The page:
A new arXival (of a Science paper) by Do et al. offers a positive example of how the contemporary best practice approach to Bayesian model building can be brought to bear on an interesting astrophysical dataset. The authors aim to investigate the preference for a general relativistic model vs a Newtonian (+special relativistic) model in a dataset of spectroscopic and astrometric observations of the star S0-2 (which orbits the supermassive black hole in our galactic centre). In building their model the authors consider a variety of possible forms for the instrumental noise, including the possibility of systematic biases in the measurements from particular instruments(*), using Bayes factors and a posterior predictive check to iterative towards a sensible representation of the data generating process. In doing so, they use a reliable marginal likelihood estimator: nested sampling; they note that the draws from the nested sampler (which are inevitably following a distribution broader than the posterior itself) allow for an approximation (without actually leaving one out) of the leave-one-out expected log probability density that doesn’t suffer the infinite variance of the equivalent importance sampling estimate from a standard posterior sample. Finally, they consider their priors in a way that explicitly acknowledges that uniform priors don’t necessarily mean free of influence on the result.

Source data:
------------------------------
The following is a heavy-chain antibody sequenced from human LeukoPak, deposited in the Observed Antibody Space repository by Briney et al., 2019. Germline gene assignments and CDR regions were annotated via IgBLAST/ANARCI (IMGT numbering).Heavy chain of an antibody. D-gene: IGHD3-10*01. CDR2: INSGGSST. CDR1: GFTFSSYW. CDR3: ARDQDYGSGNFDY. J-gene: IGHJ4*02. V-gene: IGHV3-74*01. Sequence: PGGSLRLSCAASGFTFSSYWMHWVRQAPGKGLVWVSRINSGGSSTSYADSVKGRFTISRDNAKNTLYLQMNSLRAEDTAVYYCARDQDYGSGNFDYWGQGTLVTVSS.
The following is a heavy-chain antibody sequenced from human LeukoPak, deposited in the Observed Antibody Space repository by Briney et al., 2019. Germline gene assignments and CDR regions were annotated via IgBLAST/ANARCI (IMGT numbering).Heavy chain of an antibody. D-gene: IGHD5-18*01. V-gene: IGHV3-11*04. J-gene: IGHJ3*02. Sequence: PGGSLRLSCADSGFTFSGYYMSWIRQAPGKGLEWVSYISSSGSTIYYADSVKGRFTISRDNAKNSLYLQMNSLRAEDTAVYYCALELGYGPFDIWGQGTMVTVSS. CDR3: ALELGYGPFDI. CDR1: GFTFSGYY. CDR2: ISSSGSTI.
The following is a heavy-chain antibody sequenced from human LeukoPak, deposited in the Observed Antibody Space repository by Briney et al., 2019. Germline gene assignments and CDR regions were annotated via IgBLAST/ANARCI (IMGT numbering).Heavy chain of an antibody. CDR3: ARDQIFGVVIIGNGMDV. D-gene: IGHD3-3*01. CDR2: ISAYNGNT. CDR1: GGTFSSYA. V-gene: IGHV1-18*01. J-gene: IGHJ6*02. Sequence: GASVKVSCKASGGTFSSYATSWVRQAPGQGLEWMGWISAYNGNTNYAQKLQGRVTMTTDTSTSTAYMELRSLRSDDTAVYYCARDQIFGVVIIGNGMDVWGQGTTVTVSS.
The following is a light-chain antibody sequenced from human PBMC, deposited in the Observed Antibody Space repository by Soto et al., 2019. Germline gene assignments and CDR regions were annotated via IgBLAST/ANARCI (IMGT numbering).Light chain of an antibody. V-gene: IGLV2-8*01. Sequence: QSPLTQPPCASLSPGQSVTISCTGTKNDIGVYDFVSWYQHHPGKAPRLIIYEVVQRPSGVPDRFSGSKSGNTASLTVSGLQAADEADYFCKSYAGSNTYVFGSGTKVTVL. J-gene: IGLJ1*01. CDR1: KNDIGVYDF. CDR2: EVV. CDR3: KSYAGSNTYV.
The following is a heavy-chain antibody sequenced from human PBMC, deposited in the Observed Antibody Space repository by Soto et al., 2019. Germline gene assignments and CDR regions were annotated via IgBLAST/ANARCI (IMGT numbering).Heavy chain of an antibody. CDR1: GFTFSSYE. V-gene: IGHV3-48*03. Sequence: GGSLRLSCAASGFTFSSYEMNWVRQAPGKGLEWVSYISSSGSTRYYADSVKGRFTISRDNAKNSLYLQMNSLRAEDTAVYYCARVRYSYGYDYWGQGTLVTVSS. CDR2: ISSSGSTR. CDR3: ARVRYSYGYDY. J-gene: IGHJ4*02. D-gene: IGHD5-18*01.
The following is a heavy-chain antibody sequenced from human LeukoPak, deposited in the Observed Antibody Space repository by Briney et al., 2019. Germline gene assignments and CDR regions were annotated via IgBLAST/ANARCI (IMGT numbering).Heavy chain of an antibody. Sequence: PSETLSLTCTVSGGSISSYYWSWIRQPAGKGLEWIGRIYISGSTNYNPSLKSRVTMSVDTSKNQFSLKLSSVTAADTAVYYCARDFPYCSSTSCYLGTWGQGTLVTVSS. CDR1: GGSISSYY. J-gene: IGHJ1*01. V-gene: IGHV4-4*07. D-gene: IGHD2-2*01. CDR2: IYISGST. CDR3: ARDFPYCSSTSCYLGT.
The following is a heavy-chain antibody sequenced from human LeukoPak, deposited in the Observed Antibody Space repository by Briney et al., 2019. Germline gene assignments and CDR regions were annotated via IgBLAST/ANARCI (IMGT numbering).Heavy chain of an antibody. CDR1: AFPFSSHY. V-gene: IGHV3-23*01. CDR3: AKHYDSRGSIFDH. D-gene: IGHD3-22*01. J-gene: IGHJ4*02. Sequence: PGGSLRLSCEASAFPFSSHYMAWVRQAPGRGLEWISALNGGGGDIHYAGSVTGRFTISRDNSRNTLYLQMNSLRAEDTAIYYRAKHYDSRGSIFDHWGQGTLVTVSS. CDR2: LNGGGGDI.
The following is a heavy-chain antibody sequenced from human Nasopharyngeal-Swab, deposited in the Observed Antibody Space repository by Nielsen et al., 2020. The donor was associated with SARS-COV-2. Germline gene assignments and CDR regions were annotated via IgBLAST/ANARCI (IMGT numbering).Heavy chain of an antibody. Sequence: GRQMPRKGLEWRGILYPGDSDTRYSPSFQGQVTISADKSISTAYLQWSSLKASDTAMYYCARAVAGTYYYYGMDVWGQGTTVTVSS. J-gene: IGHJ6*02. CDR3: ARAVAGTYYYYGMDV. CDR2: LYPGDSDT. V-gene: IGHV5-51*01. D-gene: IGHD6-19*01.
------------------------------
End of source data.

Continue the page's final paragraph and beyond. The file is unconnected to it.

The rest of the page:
An interesting aspect of the analysis is that, after computing Bayes factors for weighting between the canonical models, the authors also estimate a parameter representing the proportion of general relativity signal in their observations. This looks a lot like the ‘hypothesis testing as mixture model estimation’ approach of Kamary et al., and seems to me a worthwhile addition as it gives yet another way to understand the preference of the data towards each model.

(*) Something that the fine structure dipole advocates (and indeed numerous other astronomical sub-communities) steadfastly refuse to believe can be examined through statistical modelling!!

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